[swift-evolution] [Proposal] Foundation Swift Archival & Serialization

Itai Ferber iferber at apple.com
Thu Mar 16 16:36:33 CDT 2017

On 16 Mar 2017, at 13:27, David Hart wrote:

> > On 16 Mar 2017, at 20:55, Itai Ferber via swift-evolution 
> <swift-evolution at swift.org> wrote:
>> I’m going to reply to this thread as a whole — apologies if 
>> there’s someone’s comment that I’ve missed.
>> This is something that has come up in internal review, and we’ve 
>> certainly given it thought. As Zach has already mentioned, the 
>> primary concern with overloading based on return type is ambiguity.
>> There are many cases in which Swift’s type system currently does 
>> not handle ambiguity in the way that you would expect, and it can be 
>> very surprising. For instance,
>> func foo() -> Int { return 42 }
>> func foo() -> Double { return .pi }
>> func consumesInt(_ x : Int) { print(x) }
>> let x = foo() // Ambiguous use of foo()
>> consumesInt(x) // Even though x is going to be used as an Int
>> let y: Int = x // Same here
>> let x = foo() as Int works now, but it actually didn’t always — 
>> until a somewhat recent version of Swift AFAICT, the only way to 
>> resolve the ambiguity was through let x: Int = foo(). This has since 
>> been fixed, but it was very confusing to try to figure out the 
>> unambiguous way to call it.
>> Keep in mind that this isn’t an unreasonable thing to want to do:
>> struct Foo {
>>     var x: Int
>>     init(from decoder: Decoder) throws {
>>         let container = try decoder.container(keyedBy: 
>> CodingKeys.self)
>>         // Want to process an element before it’s assigned.
>>         let x = container.decode(forKey: .x) // Ambiguous call
>>         // Or whatever.
>>         if x < 0 {
>>             self.x = x + 100
>>         else {
>>             self.x = x * 200
>>         }
>>     }
>> }
>> You can write let x: Int = container.decode(…) or let x = 
>> container.decode(…) as Int, but this isn’t always intuitive.
> That’s where I disagree. Let me try to prove my point:
> You bring up the example of having to store the decoded value in a 
> variable before setting it to a typed property. But its also not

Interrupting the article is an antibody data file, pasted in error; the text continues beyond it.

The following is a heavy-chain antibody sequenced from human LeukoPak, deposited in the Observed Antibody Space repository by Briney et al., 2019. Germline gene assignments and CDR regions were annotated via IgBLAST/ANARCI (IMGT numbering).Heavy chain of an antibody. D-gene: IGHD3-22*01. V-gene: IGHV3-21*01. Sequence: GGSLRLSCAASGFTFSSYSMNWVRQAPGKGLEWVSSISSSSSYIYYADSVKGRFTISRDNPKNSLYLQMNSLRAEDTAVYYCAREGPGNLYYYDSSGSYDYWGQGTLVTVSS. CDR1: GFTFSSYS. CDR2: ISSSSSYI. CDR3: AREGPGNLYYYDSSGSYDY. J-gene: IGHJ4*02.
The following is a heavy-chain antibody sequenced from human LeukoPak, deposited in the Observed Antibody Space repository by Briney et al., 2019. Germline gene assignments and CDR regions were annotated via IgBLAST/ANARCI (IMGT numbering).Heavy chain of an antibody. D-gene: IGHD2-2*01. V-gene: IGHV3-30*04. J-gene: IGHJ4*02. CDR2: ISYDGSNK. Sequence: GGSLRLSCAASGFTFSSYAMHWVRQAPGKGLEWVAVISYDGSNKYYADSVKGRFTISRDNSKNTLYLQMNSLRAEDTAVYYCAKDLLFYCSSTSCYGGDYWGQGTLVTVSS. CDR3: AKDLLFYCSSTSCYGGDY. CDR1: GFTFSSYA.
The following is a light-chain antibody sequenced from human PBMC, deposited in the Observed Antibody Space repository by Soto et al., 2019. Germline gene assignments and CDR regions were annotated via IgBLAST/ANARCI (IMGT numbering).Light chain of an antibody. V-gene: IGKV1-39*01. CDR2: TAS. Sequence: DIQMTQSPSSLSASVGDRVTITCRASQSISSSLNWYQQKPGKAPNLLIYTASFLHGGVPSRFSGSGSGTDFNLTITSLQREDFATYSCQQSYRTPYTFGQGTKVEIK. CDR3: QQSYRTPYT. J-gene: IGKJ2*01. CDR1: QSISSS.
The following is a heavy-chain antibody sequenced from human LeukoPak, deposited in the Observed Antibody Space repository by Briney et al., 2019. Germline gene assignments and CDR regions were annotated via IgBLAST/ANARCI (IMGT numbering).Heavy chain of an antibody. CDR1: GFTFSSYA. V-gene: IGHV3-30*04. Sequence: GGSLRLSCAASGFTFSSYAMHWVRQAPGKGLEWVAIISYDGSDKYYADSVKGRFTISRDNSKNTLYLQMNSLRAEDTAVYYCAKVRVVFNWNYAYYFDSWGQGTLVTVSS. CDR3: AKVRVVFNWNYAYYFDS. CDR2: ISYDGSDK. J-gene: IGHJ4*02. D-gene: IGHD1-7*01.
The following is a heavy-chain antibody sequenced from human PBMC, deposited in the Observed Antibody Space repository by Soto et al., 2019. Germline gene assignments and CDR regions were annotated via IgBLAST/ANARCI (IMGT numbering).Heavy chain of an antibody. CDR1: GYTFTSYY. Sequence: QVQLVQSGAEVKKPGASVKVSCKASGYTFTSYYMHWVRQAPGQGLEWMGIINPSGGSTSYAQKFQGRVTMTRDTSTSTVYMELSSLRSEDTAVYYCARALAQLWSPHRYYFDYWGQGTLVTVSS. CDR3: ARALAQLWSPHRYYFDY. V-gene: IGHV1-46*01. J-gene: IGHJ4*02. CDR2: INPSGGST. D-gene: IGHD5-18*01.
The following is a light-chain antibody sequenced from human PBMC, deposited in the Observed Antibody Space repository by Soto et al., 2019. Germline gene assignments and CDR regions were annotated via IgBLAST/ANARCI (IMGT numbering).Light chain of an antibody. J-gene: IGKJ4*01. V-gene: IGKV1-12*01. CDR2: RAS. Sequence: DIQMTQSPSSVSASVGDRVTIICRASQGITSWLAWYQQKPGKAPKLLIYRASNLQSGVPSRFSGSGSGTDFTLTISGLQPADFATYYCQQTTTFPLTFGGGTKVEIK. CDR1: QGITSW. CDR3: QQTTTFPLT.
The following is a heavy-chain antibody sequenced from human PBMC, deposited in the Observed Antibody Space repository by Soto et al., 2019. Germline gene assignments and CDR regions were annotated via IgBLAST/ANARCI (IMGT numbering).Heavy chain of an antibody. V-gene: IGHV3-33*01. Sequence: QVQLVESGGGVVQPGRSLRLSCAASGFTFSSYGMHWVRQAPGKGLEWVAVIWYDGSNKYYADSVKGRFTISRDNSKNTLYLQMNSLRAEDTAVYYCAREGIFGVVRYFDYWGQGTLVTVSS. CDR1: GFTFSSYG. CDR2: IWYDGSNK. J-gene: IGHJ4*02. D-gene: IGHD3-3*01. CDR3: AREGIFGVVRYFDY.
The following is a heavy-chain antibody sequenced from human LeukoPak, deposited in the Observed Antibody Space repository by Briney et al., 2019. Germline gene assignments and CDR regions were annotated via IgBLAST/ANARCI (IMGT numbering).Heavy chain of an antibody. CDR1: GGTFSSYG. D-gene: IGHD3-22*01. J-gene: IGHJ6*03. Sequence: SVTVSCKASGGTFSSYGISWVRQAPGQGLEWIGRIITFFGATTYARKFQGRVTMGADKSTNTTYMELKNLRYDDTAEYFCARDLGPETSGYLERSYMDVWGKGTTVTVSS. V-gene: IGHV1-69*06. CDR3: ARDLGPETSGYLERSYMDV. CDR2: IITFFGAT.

> unreasonable to want to do the same thing when encoding the value, 
> possibly storing it into a different type. If we follow that argument, 
> its also not very intuitive to have to do
> container.encode(x as Double, forKey: .x).
> Wouldn’t that be an argument to have an API like this:
> func encode<T>(_ value: Data?, forKey key: Key, as type: T.Type) 
> throws
I don’t agree that these are equivalent cases.

Here, for an `as` cast to be valid, the type of `x` must be an 
existential (I’m guessing `Any`).
The original `container.encode(x, forKey: .x)` call is not ambiguous 
because `x` has no type, but rather because the type of `x` does not 
match any of the overloads. You would get the same error as if you wrote

struct NonCodableFoo {}
let x = NonCodableFoo()
container.encode(x, forKey: .x)

You have to convert the type to something that fits one of the 

On encode, there cannot be any true ambiguity because it’s not 
possible to satisfy more than one of these concrete overloads. You 
cannot have a thing with a type which would satisfy both, say, `Int` and 

> I would argue that type inference is a core feature in Swift and that 
> we should embrace it. I believe that in most cases the return value of 
> encode will be stored into a typed property and type inference will do 
> the right thing. In the few cases where the type has to be enforced, 
> the patterns you mention above are not weird syntax; they are used and 
> useful all over Swift:
Sure, but I think these cases are not equivalent.

> let cgFloat: CGFloat = 42
42 has a default value of `Int`, but since `CGFloat` is 
`ExpressibleByIntLiteral`, this becomes the equivalent of writing `let 
cfFloat = CGFloat(42)`, which would not be ambiguous without the 
`CGFloat()`; you would just get an `Int`.

With `let x = container.decode(forKey: .x)`, has _has no type_ unless 
otherwise specified.

> let pi = 3.14159265359 as Float
Same here, but with `Double` instead of `Int`, and `Float` instead of 

> let person = factory.get<Person>() // potential feature in Generics 
> Manifesto
This isn’t type inference. This is type specification, which is 
exactly what we are trying to do. At the moment, explicit type 
specification has a different syntax: passing a metatype as an argument.

If this feature were available, this is what we would use.

> The way I think about it is that the type argument is already there as 
> a generic parameter. Adding an extra argument that needs to be 
> explicitly given on every single call feels like unneeded verbosity to